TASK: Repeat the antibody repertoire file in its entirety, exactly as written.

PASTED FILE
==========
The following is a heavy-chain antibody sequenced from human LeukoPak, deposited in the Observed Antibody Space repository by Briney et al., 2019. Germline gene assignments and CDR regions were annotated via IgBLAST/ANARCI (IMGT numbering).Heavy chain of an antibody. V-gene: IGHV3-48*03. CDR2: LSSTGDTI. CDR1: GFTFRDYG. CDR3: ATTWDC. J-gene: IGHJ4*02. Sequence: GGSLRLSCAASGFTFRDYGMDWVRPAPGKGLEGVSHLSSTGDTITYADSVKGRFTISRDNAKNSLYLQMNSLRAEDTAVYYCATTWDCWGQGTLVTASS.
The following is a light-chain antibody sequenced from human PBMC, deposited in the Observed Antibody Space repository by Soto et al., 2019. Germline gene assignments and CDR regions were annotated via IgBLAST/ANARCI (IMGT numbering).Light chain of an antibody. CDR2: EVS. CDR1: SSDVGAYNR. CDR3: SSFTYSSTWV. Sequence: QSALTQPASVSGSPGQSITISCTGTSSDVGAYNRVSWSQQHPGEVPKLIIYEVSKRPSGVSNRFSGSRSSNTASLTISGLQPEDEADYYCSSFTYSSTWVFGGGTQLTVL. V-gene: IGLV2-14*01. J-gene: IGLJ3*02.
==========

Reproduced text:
The following is a heavy-chain antibody sequenced from human LeukoPak, deposited in the Observed Antibody Space repository by Briney et al., 2019. Germline gene assignments and CDR regions were annotated via IgBLAST/ANARCI (IMGT numbering).Heavy chain of an antibody. V-gene: IGHV3-48*03. CDR2: LSSTGDTI. CDR1: GFTFRDYG. CDR3: ATTWDC. J-gene: IGHJ4*02. Sequence: GGSLRLSCAASGFTFRDYGMDWVRPAPGKGLEGVSHLSSTGDTITYADSVKGRFTISRDNAKNSLYLQMNSLRAEDTAVYYCATTWDCWGQGTLVTASS.
The following is a light-chain antibody sequenced from human PBMC, deposited in the Observed Antibody Space repository by Soto et al., 2019. Germline gene assignments and CDR regions were annotated via IgBLAST/ANARCI (IMGT numbering).Light chain of an antibody. CDR2: EVS. CDR1: SSDVGAYNR. CDR3: SSFTYSSTWV. Sequence: QSALTQPASVSGSPGQSITISCTGTSSDVGAYNRVSWSQQHPGEVPKLIIYEVSKRPSGVSNRFSGSRSSNTASLTISGLQPEDEADYYCSSFTYSSTWVFGGGTQLTVL. V-gene: IGLV2-14*01. J-gene: IGLJ3*02.